The concept of 'personal data' is defined widely under statute and providing an employee with a copy of all of their personal data can be an onerous task for employers. Therefore, when responding to an SAR, employers should:
Withdraw consent to the processing of personal data
Employees have the absolute right to withdraw, at any time, consent given to the processing of their personal data (discussed above in detail).
Erasure of personal data
Where, for example, an employer cannot show that the personal data is no longer necessary for its original purpose, the employee has the right to have their personal data erased. This right is also known as the 'right to be forgotten'.
Employers should consider this data subject right to erasure, alongside their retention obligations under the DIFC Employment Law.
Objection to processing of personal data
Unless an employer can show that it has a compelling legitimate ground that overrides the interests of the employee, the employee may object to the processing of certain of their personal data.
Non-discrimination for exercising data subject rights
Employers should ensure that they do not discriminate against an employee for exercising one of their other data subject rights under the Data Protection Law. This data subject right is different to the rights under the DIFC Employment Law, which permit an employee to claim discrimination based on a protected characteristic. This is a new provision introduced by the Data Protection Law that could have far-reaching implications for employment relationships.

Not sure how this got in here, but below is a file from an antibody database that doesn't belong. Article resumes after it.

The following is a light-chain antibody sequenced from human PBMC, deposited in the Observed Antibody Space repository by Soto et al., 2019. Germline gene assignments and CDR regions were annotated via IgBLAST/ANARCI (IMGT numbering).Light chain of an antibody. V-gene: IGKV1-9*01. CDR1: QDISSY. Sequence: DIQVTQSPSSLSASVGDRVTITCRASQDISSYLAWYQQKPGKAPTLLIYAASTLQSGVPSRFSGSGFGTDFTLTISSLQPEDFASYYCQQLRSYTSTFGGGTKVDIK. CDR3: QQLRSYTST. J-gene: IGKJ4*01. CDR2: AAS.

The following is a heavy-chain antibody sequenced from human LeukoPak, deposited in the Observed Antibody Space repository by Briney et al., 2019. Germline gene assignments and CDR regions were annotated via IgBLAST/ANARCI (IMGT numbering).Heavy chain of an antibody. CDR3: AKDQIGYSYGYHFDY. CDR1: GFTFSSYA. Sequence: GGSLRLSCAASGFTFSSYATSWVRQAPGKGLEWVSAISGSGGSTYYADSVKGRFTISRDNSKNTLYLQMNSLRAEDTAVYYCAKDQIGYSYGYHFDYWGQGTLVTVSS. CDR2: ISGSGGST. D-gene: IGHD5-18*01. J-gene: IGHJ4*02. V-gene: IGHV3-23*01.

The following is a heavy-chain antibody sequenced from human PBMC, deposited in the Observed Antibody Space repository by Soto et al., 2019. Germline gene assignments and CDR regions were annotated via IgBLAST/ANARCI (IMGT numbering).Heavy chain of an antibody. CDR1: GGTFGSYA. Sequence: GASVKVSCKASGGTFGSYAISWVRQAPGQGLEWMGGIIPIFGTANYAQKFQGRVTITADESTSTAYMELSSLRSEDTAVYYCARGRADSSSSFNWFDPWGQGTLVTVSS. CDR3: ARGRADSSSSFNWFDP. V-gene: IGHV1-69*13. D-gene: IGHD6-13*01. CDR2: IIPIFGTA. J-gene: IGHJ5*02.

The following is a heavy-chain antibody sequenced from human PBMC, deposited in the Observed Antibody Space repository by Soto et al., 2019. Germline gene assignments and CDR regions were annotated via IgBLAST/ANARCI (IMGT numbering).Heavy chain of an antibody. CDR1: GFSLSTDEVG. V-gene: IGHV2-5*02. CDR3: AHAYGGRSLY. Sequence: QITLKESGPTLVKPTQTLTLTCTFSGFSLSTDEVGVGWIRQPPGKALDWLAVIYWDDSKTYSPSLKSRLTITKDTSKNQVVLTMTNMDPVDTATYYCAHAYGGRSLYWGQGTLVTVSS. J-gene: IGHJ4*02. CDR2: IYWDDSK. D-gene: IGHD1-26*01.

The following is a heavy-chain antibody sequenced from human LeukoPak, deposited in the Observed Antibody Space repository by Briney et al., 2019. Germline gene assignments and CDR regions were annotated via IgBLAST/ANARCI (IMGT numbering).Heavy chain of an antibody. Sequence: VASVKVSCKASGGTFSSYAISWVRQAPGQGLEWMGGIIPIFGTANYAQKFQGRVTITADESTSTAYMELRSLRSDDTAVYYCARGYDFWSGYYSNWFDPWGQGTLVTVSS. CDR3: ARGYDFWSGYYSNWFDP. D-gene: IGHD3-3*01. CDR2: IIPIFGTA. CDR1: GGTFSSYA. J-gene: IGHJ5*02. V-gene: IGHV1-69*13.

If, in response to an employee exercising one of their data subject rights, an employer must stop processing employee personal data, this could threaten the continuance of the employment relationship. However, and in light of the risk of a fine of up to $100,000 for any contravention of a data subject's rights, employers must carefully manage employee personal data rights against their business demands.
The approaching compliance deadline date of 1 October 2020 should spur employers that have yet to review employee policies, contracts and data processing to urgently do so and put a plan in place to make any necessary changes. There are additional issues which employers should be thinking about, including the new and updated definitions in the Data Protection Law. For example, consideration should be given to when an employer may be acting in the capacity of a controller, processor or joint controller in relation to employee personal data, as well as the updated meaning of 'special categories of personal data' to include communal origin, political affiliation and criminal recorded information.
Employers must also be clear as to who is classified as an 'employee' for the purposes of the Data Protection Law. Where businesses engage contractors or consultants, it is likely that different lawful grounds will need to be identified for the processing of non-employee personal data and special category personal data.
In addition to the risk of fines and other regulatory penalties, compliance with the Data Protection Law will be vital to:
For further information on this topic please contact Luke Tapp, Marie Chowdhry or Ruth Stephen at Pinsent Masons by telephone (+971 4 373 9700) or email (firstname.lastname@example.org, email@example.com or firstname.lastname@example.org). The Pinsent Masons website can be accessed at www.pinsentmasons.com.